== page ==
IL-10 and the JAK-STAT Pathway in the Regulation of Metabolism and Mucosal Homeostasis
PhD Dissertation - Yu Hui Kang Final v2.docx (18.44Mb)
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Kang, Yu Hui
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CitationKang, Yu Hui. 2019. IL-10 and the JAK-STAT Pathway in the Regulation of Metabolism and Mucosal Homeostasis. Doctoral dissertation, Harvard University, Graduate School of Arts & Sciences.
AbstractThe JAK-STAT pathway integrates signals from multiple cytokines to elicit a specific output, and aberrations in this pathway contribute to the pathogenesis of multiple diseases such as inflammatory bowel disease (IBD). Interleukin 10 (IL-10), for example, utilizes STAT3 to suppress inflammation, and mutations in IL-10 or its receptor have been associated with IBD. However, it is currently unclear how the JAK-STAT pathway achieves specificity and how it contributes to IBD. Here, we investigate the roles of STAT1 in IBD and STAT3 in IL-10R signaling.
We first investigated how CD4+ T cells use STAT1 to drive intestinal inflammation. In an adoptive transfer model, Stat1-/- T cells are unable to expand and induce colitis. This defect is only partially explained by the loss of Type I and II interferon signaling. Mechanistically, Stat1-/- T cells display reduced expression of Nlrc5 and multiple MHC class I molecules, which are inhibitors of NK cell killing. Consequently, NK cell depletion significantly rescues the survival of Stat1-/- T cells and restores colitis induction. Interestingly, only Stat1-/- T cells that underwent spontaneous proliferation are eliminated, suggesting that NK cells specifically target microbially activated T cells. Stat1-/- mice have normal CD4+ T cell numbers as innate STAT1 signaling is required for their elimination. Together, our data points to a critical role for STAT1 in shielding T cells from NK cell mediated cytotoxicity.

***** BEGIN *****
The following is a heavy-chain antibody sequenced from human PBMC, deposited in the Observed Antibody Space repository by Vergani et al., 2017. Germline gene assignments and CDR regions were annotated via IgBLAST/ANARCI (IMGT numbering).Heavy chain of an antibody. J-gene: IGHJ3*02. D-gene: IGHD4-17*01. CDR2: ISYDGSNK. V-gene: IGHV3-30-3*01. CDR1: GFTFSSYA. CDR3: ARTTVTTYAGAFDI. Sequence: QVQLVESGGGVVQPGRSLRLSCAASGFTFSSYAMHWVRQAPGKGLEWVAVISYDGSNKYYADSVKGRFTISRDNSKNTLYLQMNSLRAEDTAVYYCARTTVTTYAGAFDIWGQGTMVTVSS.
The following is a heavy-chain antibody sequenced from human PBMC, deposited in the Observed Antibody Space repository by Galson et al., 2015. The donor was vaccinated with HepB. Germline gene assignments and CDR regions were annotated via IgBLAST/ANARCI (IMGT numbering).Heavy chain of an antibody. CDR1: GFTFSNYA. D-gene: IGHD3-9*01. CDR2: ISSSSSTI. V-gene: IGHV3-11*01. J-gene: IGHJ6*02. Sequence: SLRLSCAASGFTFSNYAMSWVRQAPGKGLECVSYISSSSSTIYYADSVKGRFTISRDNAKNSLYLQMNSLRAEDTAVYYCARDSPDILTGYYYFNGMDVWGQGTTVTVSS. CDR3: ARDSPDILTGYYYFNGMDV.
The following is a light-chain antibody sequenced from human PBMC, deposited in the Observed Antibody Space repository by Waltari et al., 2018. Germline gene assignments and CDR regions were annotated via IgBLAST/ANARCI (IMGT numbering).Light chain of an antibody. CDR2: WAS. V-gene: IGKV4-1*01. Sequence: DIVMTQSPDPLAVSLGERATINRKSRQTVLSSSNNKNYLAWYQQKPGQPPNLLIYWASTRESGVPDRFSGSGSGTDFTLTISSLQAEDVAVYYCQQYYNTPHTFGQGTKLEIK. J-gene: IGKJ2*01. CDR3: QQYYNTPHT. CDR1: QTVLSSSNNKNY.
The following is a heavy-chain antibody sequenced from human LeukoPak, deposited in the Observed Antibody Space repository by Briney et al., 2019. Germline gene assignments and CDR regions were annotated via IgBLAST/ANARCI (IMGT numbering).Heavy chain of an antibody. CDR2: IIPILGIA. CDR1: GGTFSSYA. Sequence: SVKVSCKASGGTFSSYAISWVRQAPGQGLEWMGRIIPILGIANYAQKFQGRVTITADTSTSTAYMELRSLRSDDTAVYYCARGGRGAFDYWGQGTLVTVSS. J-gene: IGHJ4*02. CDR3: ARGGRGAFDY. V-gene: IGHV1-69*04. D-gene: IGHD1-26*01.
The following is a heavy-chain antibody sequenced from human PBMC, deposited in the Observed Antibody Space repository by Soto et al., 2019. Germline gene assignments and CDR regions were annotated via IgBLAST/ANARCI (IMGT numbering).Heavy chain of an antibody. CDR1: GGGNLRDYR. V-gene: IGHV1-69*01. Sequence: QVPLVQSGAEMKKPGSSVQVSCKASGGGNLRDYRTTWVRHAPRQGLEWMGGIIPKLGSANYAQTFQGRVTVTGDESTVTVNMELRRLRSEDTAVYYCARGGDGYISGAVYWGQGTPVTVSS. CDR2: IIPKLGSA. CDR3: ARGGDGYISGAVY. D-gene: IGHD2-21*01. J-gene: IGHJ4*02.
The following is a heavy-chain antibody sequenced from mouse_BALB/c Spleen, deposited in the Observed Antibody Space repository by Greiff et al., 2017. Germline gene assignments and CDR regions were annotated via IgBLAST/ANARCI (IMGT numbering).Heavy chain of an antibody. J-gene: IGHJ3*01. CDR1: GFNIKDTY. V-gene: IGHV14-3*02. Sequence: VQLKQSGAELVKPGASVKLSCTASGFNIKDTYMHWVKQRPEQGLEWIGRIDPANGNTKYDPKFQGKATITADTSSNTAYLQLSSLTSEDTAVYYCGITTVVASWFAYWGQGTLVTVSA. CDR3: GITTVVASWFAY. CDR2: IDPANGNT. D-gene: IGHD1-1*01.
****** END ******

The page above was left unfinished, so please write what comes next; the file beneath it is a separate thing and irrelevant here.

Next, we investigated how IL-10 utilizes STAT3 to achieve specificity, hypothesizing that IL-10-STAT3 might exhibit non-canonical functions outside of the nucleus. We show that, in addition to the nucleus, IL-10 also induces activated pSTAT3 in macrophage mitochondria. Upon acute IL-10 stimulation, STAT3 interacted with multiple mitochondrial proteins. This correlated with metabolic changes that indicate enhanced functions of these proteins. STAT3’s DNA binding activity is not required for IL-10 to inhibit pro-inflammatory gene expression, suggesting that non-transcriptional functions of STAT3 are sufficient for IL-10 mediated suppression. However, IL-10 requires STAT3 mediated transcription to enhance anti-inflammatory M2 macrophage polarization, suggesting that IL-10-dependent non-canonical STAT3 acts specifically to regulate the metabolic state during inflammation. Together, our data reveals a novel mechanism of IL-10R-STAT3 signaling that might explain its immunosuppressive effects.
Citable link to this pagehttp://nrs.harvard.edu/urn-3:HUL.InstRepos:42013036
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